Picasso and Dachshunds (The Fascinating History Explained)
By Misty Layne
Even if you aren’t an art lover, you should be somewhat familiar with Picasso1. Renowned for his Cubist2 artworks, he is also remembered for his adoration of animals, especially dogs. It wasn’t uncommon for Picasso to “borrow” his friends’ pets! One such borrowed dog was a Dachshund named Lump.
You’ll often see Dachshunds popping up in and around the art world, as this dog breed has stolen many artists’ hearts. Andy Warhol had a Dachshund named Archie3 that went everywhere with him, and Bennett Miller did a work called “Dachshund UN4” that featured several of these dogs. But Picasso’s bond with his borrowed friend, Lump, far surpassed the typical artist and dog bond.
The Story of Lump
The story of Lump (meaning “rascal” in German) begins in 1957 when his owner, American photographer David Douglas Duncan, visited Picasso at his villa in Cannes, France. Lump joined him, and the dog quickly made it known that he was a bigger fan of the spacious villa than Duncan’s apartment. Though the dog was fond of his owner, he didn’t enjoy the nomadic lifestyle of a photographer (or the fact that Duncan’s acted as if Lump was his toy). So, when Picasso let Lump join them at the table, the pup decided then and there that he was staying.
Not that Picasso minded. He was fascinated by the little dog’s confidence in claiming what he wanted. In fact, Lump lived with Picasso for the next six years. It wasn’t long until Lump had the run of the home, able to explore wherever he wanted and do what he wanted.
Lump in Picasso’s Art
Lump very quickly became a muse for Picasso. The artist actually did his first drawing of the pup the very day he arrived at Picasso’s home when he drew Lump on a porcelain plate and gave it to Duncan as a thank you for letting his pet stay with him. It wasn’t long till the dog began slipping into the rest of the artist’s artwork. Altogether, there are about 50 drawings and paintings in which Lump features.
One of the more well-known drawings of Lump is Picasso’s “Dog”, which was part of the man’s famous sketch series featuring different kinds of animals. It’s a simple illustration that only shows the Dachshund’s silhouette and Picasso’s signature, but it captures the essence of Lump’s personality and the relationship between the dog and the man.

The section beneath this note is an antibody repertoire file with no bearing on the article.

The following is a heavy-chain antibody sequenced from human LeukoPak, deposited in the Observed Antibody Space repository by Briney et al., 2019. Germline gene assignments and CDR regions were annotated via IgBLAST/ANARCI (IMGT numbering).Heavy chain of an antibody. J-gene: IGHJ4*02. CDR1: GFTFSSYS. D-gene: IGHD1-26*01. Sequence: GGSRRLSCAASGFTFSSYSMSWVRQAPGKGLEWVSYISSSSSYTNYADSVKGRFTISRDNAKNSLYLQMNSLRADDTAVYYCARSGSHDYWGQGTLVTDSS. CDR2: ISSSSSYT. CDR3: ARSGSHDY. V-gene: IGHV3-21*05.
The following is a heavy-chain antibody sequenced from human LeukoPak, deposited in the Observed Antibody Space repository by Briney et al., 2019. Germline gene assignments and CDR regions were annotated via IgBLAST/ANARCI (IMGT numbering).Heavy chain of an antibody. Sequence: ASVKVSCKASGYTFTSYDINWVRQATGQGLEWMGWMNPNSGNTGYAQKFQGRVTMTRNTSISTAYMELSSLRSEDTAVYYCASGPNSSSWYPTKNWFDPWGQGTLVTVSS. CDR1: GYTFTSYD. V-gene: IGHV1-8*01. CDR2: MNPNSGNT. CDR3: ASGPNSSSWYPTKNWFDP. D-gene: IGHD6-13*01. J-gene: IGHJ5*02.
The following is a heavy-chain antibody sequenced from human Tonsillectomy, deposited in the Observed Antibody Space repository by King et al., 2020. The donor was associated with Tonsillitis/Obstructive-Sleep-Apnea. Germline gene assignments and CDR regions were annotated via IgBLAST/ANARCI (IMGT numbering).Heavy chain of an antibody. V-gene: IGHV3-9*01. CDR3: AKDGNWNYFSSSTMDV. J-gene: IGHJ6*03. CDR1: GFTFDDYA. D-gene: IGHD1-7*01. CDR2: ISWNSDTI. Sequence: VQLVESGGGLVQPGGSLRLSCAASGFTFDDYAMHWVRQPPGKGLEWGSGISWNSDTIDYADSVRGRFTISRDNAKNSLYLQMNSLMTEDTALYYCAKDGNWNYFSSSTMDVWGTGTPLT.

Another of Picasso’s more renowned pieces that featured Lump was the artist’s “Las Meninas” series based on the original piece by Diego Velazquez. The original “Las Meninas” is revered, so much so that a host of artists have put their spin on the painting. Picasso himself did roughly 58 paintings based on “Las Meninas”, with Lump being in 15 of them. Velazquez’s work consisted of Princess Margaret Therese of Spain, chaperones, maids, bodyguards, etc. In Picasso’s version, the Dachshund took the place of the Mastiff.
And, in an amusing turn of events, Lump wasn’t just a part of Picasso’s art; he actually ate some of it! Picasso created a rabbit for Lump made of cardboard with sugar on it, which quickly got eaten. Art historians still wonder what the value of that rabbit might’ve been.
The End of an Era
Duncan was a frequent visitor during Lump’s stay with Picasso, and it was on one of these visits in 1964 that he learned that Lump was ill. The dog was no longer at Picasso’s home, as the artist had surrendered him to a vet’s care. Upon visiting the vet, Duncan learned that Lump’s back legs were paralyzed due to a spinal condition (most likely Intervertebral Disc Disease (IVDD)). The vet claimed nothing could be done, so he stopped feeding the Dachshund. However, Duncan refused to accept this and got a second opinion. As a result of this second opinion, Lump was able to live for another nine years.
But after Picasso surrendered the dog to the vet, he never saw Lump again. In an odd twist of fate, though, when the Dachshund died nearly a decade later, it was only ten days before Picasso’s death. Though their relationship didn’t have a wonderful ending, Lump lives on through Picasso’s art. “Dog” is still well-loved today and one of Picasso’s most famous pieces, one you can often find appearing in pop culture.
Picasso’s art was heavily influenced by the Dachshund breed and one Dachshund in particular. Lump quickly became the artist’s muse and popped up in almost 50 of Picasso’s art pieces. “Dog” is likely the most famous, but Dachshund’s appearance in Picasso’s take on “Las Meninas” is also renowned. The two didn’t have the most auspicious ending to their relationship, but as fate would have it, they ended up dying ten days apart. Lump and Picasso’s relationship truly was one for the ages.
See also: 11 Most Famous Dog Paintings (with Pictures)
Featured Image Credit: NORRIE3699, Shutterstock